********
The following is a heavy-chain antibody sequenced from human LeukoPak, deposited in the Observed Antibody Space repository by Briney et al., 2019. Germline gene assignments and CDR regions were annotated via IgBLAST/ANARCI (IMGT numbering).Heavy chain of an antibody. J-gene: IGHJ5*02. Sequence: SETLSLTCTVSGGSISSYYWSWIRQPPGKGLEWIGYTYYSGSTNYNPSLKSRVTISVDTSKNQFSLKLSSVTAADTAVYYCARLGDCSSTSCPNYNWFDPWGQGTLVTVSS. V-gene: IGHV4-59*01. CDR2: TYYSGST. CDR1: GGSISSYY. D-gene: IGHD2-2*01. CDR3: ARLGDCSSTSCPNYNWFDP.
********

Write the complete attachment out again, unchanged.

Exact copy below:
The following is a heavy-chain antibody sequenced from human LeukoPak, deposited in the Observed Antibody Space repository by Briney et al., 2019. Germline gene assignments and CDR regions were annotated via IgBLAST/ANARCI (IMGT numbering).Heavy chain of an antibody. J-gene: IGHJ5*02. Sequence: SETLSLTCTVSGGSISSYYWSWIRQPPGKGLEWIGYTYYSGSTNYNPSLKSRVTISVDTSKNQFSLKLSSVTAADTAVYYCARLGDCSSTSCPNYNWFDPWGQGTLVTVSS. V-gene: IGHV4-59*01. CDR2: TYYSGST. CDR1: GGSISSYY. D-gene: IGHD2-2*01. CDR3: ARLGDCSSTSCPNYNWFDP.